Funders see potential of open data for whole sector

A push for transparency and a desire to improve grantmaking for the sector continues to drive funders to join our #greatergrantsdata movement by publishing their data to the 360Giving Standard. In the last two months, four more funders have published more than £13m worth of grants across a range of causes, taking the total value of open data to almost £18bn and more than 280,000 grants.

Calouste Gulbenkian Foundation (UK Branch) that works to promote wellbeing particularly among the most vulnerable, through connections that deliver social, cultural and environmental value, has now published 193 grants made between 2012 and 2017 worth more than £6m.

Andrew Barnett, Director at Calouste Gulbenkian Foundation (UK Branch) said: “We are joining this platform because of our commitment to collaboration and transparency in grantmaking. We strongly believe that a deeper understanding of the funding ecology will be beneficial to applicants, charities and the sector as a whole.”

Seafarers UK, which funds charities and projects that help serving and ex-serving seafarers and their families through hardship, is sharing 54 grants worth almost £2m made between January and October 2017.

Deborah Layde, Grants Director at Seafarers UK, said: “We are committed to supporting increased transparency in grantmaking and are delighted to make our own data available using the 360Giving Standard so that it can be compared with other funders from across the UK. We feel this is a positive step to enable greater learning and informed collaboration across the sector.”

London Catalyst, an independent grantmaking trust working to alleviate the effects of poverty and improve the health and well-being of Londoners, in particular people with mental and physical illness, long term health conditions and/or disabilities, is now sharing five years of data from 2012, worth almost £2m.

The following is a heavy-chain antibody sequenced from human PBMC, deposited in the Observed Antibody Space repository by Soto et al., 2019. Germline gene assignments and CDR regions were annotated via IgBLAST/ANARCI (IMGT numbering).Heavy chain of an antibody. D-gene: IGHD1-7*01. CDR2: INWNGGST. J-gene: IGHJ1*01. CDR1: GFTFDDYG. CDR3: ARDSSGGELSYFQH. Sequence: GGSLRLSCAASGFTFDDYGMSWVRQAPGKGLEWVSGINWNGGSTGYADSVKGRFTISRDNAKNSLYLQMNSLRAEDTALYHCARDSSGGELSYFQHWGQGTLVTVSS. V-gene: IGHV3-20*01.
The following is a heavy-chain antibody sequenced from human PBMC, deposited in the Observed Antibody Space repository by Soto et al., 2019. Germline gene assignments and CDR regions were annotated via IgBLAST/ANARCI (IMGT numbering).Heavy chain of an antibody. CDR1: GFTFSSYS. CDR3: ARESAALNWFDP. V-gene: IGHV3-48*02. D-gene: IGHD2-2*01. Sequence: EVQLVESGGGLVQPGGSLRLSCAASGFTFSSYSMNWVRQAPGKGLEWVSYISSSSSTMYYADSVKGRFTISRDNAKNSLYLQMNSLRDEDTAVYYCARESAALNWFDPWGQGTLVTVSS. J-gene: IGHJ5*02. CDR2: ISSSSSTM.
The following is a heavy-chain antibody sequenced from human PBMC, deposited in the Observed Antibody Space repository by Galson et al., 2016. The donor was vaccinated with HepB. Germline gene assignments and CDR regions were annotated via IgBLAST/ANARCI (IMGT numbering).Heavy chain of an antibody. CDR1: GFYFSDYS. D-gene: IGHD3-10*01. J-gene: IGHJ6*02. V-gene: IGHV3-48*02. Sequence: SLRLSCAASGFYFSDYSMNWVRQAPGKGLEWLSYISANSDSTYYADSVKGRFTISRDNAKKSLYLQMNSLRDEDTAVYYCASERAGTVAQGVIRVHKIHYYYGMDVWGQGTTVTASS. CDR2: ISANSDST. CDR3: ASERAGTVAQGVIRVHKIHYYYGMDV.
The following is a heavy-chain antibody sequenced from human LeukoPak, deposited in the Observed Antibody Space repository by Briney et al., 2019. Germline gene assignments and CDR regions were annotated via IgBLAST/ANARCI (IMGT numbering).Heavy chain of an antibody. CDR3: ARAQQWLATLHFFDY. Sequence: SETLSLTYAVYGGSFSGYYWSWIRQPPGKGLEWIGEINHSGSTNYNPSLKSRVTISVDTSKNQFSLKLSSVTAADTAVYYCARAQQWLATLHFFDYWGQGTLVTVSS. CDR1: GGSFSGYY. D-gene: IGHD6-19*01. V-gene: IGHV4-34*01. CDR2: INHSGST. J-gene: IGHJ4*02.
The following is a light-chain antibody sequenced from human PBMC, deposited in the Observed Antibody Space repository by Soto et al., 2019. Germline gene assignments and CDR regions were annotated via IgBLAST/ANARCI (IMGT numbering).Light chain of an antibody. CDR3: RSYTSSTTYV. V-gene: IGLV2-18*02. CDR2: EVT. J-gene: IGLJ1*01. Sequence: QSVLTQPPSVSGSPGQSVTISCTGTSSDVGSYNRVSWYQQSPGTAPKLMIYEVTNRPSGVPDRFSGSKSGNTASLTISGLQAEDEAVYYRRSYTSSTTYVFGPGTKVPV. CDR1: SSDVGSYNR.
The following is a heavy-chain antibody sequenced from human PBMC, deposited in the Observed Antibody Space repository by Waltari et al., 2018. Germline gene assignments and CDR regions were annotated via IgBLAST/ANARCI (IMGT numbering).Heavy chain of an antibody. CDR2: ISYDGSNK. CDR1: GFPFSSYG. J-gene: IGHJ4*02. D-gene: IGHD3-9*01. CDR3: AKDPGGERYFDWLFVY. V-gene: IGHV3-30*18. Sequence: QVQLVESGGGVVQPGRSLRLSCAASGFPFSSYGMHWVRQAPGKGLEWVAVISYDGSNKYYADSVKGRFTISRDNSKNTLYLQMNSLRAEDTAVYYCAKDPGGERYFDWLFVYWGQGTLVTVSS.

Victor Willmott, Director, says: “As a small grantmaker, our data on its own might not warrant much attention. However, by using the 360Giving Standard we can contribute to a higher standard of information which collectively informs and adds value to the wider charitable sector. We’re pleased to play our part in this very important initiative.”

The Joseph Rank Trust, which funds projects to advance the Christian faith, has also committed to the bigger picture of grantmaking in the UK and published more than £2.5m worth of funding data covering a nine month period in 2017.

Sport England has also published an update for the final quarter of 2017, adding £33.2m in grants. While the Big Lottery Fund has added data spanning April-December 2017, adding a further £258m in grant value to its dataset.

If you want to use this data visit GrantNav, the platform that allows you to explore, compare and download 360Giving data.

If you would like to join funders who are using their data to create a bigger impact for the sector through greater transparency and the potential for collaboration, email Katherine Duerden, Partnerships & Engagement Manager: